Westpac will offer greater accessibility for its blind and low vision customers with the introduction of an updated suite of cards, which will enable customers to distinguish between their payment cards using touch alone.
The set of credit, debit, and pre-paid cards, to be progressively rolled out, will use Mastercard’s Touch Card™ feature: an accessible system of cards with tactile notches.
The unique notches – square for credit card, round for debit card and triangular for pre-paid card – will be accompanied by braille markers, further helping customers identify and position the card correctly when making payments or using an ATM.
The roll-out is part of Westpac’s broader strategy to develop products that are accessible to all customers, says Annabel Fribence, Westpac’s chief brand and marketing officer.
“This builds on a range of initiatives we already have in place such as accessibility mode on all our EFTPOS Now terminals, online applications that meet accessibility requirements and accessible digital card functionality when customers use voice-over and talk back.”
Approximately 4.4 million Australians have a disability, according to the Australian Institute of Health and Welfare, and a further 5.5 million have a long-term health condition.
“Whether it’s disability, illness, or injury, it’s going to impact all of us at some point in our life,” Majella Knobel, Westpac’s access and inclusion director, said in an interview with Wire.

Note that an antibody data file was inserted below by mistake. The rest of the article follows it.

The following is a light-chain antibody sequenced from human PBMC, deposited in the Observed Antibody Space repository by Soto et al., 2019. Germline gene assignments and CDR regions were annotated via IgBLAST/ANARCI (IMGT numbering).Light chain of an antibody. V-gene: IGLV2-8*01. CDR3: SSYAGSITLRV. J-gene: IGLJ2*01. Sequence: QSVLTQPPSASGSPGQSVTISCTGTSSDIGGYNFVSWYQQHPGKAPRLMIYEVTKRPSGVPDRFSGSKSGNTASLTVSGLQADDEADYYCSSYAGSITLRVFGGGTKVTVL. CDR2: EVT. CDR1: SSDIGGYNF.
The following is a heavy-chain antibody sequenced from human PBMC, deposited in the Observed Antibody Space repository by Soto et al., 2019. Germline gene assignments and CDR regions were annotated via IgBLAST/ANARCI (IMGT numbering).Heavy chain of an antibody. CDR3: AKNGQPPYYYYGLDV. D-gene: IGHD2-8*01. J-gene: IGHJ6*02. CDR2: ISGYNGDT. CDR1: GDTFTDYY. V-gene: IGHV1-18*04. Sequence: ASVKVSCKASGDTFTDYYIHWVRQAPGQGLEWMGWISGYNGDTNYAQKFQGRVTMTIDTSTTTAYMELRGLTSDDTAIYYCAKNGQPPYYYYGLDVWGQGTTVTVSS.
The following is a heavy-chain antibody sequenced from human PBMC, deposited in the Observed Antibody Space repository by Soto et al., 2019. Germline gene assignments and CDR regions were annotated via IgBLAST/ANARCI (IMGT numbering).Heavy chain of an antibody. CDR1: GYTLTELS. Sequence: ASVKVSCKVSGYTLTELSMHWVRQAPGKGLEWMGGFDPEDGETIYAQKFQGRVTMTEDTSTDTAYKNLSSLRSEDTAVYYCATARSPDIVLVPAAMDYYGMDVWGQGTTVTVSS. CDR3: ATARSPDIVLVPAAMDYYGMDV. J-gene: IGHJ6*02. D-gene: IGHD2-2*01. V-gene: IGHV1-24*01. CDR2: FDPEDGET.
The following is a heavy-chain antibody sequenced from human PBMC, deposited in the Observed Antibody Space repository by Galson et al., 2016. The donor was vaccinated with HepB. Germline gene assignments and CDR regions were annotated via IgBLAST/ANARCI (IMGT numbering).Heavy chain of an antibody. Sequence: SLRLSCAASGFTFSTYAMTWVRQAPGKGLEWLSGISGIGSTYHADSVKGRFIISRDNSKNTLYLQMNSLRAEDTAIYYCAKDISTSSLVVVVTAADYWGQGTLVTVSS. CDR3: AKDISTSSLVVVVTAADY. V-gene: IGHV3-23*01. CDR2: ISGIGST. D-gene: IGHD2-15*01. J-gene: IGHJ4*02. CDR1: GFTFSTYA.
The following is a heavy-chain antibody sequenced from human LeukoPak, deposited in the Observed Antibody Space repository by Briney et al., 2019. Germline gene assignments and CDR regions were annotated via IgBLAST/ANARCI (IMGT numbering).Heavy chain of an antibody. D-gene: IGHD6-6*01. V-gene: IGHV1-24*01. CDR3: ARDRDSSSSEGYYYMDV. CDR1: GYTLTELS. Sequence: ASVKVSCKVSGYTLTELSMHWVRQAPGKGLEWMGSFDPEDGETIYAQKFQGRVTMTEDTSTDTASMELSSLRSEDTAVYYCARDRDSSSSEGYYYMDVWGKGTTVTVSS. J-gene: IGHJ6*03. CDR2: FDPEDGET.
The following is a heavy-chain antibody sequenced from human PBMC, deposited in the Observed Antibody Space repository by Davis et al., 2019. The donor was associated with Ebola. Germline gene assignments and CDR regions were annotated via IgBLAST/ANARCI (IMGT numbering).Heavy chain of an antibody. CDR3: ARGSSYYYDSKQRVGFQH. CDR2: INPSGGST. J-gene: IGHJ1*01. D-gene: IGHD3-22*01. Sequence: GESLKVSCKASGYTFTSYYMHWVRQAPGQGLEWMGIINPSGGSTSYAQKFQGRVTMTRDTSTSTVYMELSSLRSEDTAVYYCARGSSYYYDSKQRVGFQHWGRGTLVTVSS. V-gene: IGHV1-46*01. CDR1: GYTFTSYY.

“It means we will all encounter barriers to products, services, and experiences throughout our lives. Ensuring we are well educated and knowledgeable is key to reducing some of those barriers and making sure people can access what they need to access.”
Knobel, who lost her vision in her early 20s due to an aggressive autoimmune disease, says that the roll-out of the cards will benefit more than just the primary group of customers with limited or no vision.
“My team is conscious about thinking outside of the box. If we are designing something for a specific disability within the community, we think about how that will also benefit other individuals.
“I’ve witnessed it first hand – we’ll roll out a product or service and people will reach out saying that while they don’t have disability or accessibility requirement, they have benefited from the design,” says Knobel, who in June was named a Changemaker of the Year by the Australian Network on Disability.
“Knowing that more people can identify and orient their cards using only touch – that’s powerful. Thinking more broadly about who your customer base is – not just focusing on one group – means that we’re one step closer to making payments more accessible for everyone.”
Blind Citizens Australia chief executive officer, Sally Aurisch, says that it’s encouraging to see innovative features being used that make accessibility a priority.
“Measures like [the new card features] can go a long way in giving customers who are blind or vision impaired that extra bit of confidence and independence when stepping up to the payment counter.”
Knobel’s team is involved in the research, design, and testing of new products and services, but she adds that accessibility ultimately sits with everyone.
“Each person’s needs are individual, and trying to meet everyone’s requirements is challenging. But our team gives it a good hard go. The more people who are thinking about accessibility at the outset, the more likely we are to get it right.”